In recent years there has been a growing concern over the legitimacy of political campaigning tactics. One of the many ways political leaders and figureheads reach their expansive audiences is to use advertising services, such as television ads, signs and billboards, or even to air their ads on the internet through video or other various forms of media. These advertisements have been going on for quite some time, but only recently has the use of the internet and popular social media sites been a target for political leaders to try and gain an advantage over their opponents. These types of ads are generally just plopped onto the site like any other advertisement might be, but Twitter has taken a step in the right direction.
In response to growing concern from United States government regulatory services, Twitter, one of the most popular social media sites in the entire world, has decided to more clearly label political advertisements that appear on their website. Not only will these advertisements be showing who in fact bought the advertisement, but also the targeted demographic and the total amount of money spent on its creation. This regulation comes nearly a month behind the similar overhaul of political advertisements conducted by one of Twitter’s most direct competitors in the social media business, Facebook.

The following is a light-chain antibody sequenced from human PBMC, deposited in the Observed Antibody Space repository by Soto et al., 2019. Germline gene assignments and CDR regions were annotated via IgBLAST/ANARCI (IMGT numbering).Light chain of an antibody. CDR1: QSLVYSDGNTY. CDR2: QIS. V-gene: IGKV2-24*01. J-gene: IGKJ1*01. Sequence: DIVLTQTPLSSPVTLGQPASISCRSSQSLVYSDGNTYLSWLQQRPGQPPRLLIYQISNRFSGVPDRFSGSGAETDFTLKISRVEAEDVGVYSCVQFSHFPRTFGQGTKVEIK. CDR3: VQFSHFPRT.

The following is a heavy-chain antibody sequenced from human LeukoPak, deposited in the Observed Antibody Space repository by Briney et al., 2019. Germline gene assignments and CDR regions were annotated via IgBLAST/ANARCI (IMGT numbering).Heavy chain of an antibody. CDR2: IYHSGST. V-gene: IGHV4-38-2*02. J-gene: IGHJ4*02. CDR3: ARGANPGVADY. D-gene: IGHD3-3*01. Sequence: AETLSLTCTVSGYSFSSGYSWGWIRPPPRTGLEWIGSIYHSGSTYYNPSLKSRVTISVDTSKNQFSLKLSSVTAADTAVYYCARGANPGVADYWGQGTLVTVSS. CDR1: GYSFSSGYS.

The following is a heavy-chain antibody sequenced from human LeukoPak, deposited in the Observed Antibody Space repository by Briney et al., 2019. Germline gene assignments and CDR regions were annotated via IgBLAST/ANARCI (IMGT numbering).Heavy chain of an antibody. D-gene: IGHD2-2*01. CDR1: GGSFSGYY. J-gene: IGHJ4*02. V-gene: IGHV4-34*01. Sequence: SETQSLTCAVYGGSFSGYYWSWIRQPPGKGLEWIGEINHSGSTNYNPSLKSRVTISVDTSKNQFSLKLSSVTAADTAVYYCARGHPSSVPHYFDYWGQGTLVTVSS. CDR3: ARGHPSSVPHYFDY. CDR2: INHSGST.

Previous to this new move for increased political disclosure, most advertising done on social media websites was not required to go under any sort of regulatory checking that would ultimately cause the consumer to be aware of the aforementioned subjects. This would ultimately come crashing down as an issue with Russian affiliates buying advertisements with fake names, and using them to sway political support to different candidates came into light, although when asked Russia has denied any sort of involvement in these allegations.
While for most this would seem like the two previously mentioned companies seem to be taking steps in the right direction, many lawmakers are not quite so satisfied with the way it has been handled. They claim that while this may seem like an alright substitution, nothing can make up for regulatory laws that would force this disclosure to be absolutely necessary on every advertisement. However mixed, the general consensus on this issue was that it needed to be addressed, and these companies did their part well. While not everyone is yet satisfied with this approach, most are certain this a great first step in the path of complete transparency in political campaigning.